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From Gere to Grimm

Julia Roberts is the biggest female star of the last quarter-century. Matthew Sweet picks her eight best roles ...

1990 Pretty Woman (above)

Thousands of embarrassing paragraphs have been written about Julia Roberts. Mainly by male critics, mainly about the bruised vastness of her mouth, mainly replicating the Pygmalion impulses of the picture that made her. “Pretty Woman” shows that process in glowing detail: etiquette lessons, a trip to “La Traviata”, the slow acquisition of modesty. But her aspirational streetwalker is a Galatea with a difference—Richard Gere’s businessman is the marble figure brought to life by love. And $464m at the box office says he wasn’t the only one feeling warm.

1996 Mary Reilly

If “Pretty Woman” was a sentimental fairy tale commuted from the pages of “Playboy”, then this is a feminist speculation about one of Victorian literature’s missing persons: Dr Jekyll’s housemaid. The film was a flop, but “Mary Reilly” revealed something important about Roberts’s celebrated beauty: under the gaslight, it appeared more a collection of fatal symptoms than evidence of Hollywood perfection. She doesn’t star in the film, she haunts it—and this may yet prove the work by which she is judged.

1997 My Best Friend’s Wedding  

For an actor who is unquestionably the biggest female star of the last quarter-century, Roberts has endured many periods of uncertainty. This rom-com dramatises one of these: her Julianne Potter, a woman angrily in love with her affianced best friend, constitutes an attack upon the sweetness of her earlier roles. Hell, she even smokes—and nobody in late-90s Hollywood films did that. But the part needed someone with Katharine Hepburn’s intellectual steel—and Roberts’s cleverness is made of brassier material.

2000 Erin Brockovich

It was the part of a lifetime: a single mother-of-three and former Miss Wichita who leads a class action against a company dumping hexavalent chromium in the water supply. Roberts’s lucent smile suddenly became an instrument of restorative justice. But the real Brockovich was also present: Roberts channelled her rousing vulgarity as easily as she slipped into her miniskirt and neck-brace. She won an Oscar for her trouble. The other contender was Juliette Binoche as a genteel chocolatier—what chance did she stand against Erin’s irresistible force? 

2001 America’s Sweethearts  

A rom-com about warring Hollywood stars, and Roberts is like Poe’s Purloined Letter—hidden in clear view in a plot that surrounds her with supposedly more glamorous figures. But if this dowdy movie publicist is played by a renowned screen beauty, we know the final reel will stage the disappearance of her ugly-duckling-isms—not least dismayingly, the fat-suit she wears for the picture. The false modesty is egregious. Roberts is too smart to try that trick again.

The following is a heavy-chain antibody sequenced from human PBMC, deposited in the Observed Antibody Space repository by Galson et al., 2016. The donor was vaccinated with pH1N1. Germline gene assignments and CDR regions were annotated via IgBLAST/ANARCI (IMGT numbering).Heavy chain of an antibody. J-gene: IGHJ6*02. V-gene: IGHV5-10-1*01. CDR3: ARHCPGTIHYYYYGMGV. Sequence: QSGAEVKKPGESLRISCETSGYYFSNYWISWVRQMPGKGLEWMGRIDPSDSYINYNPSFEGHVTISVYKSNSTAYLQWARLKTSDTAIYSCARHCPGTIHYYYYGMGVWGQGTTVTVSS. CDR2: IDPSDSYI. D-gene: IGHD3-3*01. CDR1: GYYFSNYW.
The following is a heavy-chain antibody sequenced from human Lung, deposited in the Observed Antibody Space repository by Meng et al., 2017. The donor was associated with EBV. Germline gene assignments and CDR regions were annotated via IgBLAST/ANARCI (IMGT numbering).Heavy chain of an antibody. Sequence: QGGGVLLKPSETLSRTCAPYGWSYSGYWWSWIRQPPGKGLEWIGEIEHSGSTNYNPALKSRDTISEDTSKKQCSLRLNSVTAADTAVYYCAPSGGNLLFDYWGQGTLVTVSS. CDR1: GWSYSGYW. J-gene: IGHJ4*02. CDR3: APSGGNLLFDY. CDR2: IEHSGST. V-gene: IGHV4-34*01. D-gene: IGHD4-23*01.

2004 Closer

In “Notting Hill”, Roberts studied Hugh Grant with polite bemusement. In this adaptation of Patrick Marber’s hit stage play, a grubbier type of Englishman enters her orbit—and she has rarely looked more forewarned of male venality. Roberts plays Anna, a photographer who kisses one of her subjects (Jude Law) and catches herself in the eye of her own camera. “You’ve ruined my life,” breathes Law. “You’ll get over it,” says Roberts, coolly.

2007 Charlie Wilson’s War

Roberts was a good decade too young to play Joanne Herring, the Texan socialite who cheer-led the mujahideen to victory against the Soviets. But even in her “Pretty Woman” years, youth was never Roberts’s defining quality—that big hair she favoured in the 1990s was hardly girlish. There is a chilling brilliance to her performance here. She may be primped, permed and pomaded, but she wields that mascara brush like a Bowie knife.

2012 Mirror Mirror

Roberts began her career with a fairytale ending involving Richard Gere and a white limousine. She’s seen too much—both on screen and in her bumpy personal life—to believe the middle word in happily-ever-after. No better time to assume the Wicked Queen’s plumage, in a film that reorientates the Brothers Grimm as “Mary Reilly” did R.L. Stevenson. She’s 44. This is her middle period. Time for extravagance and poison. 


Source: The Economist
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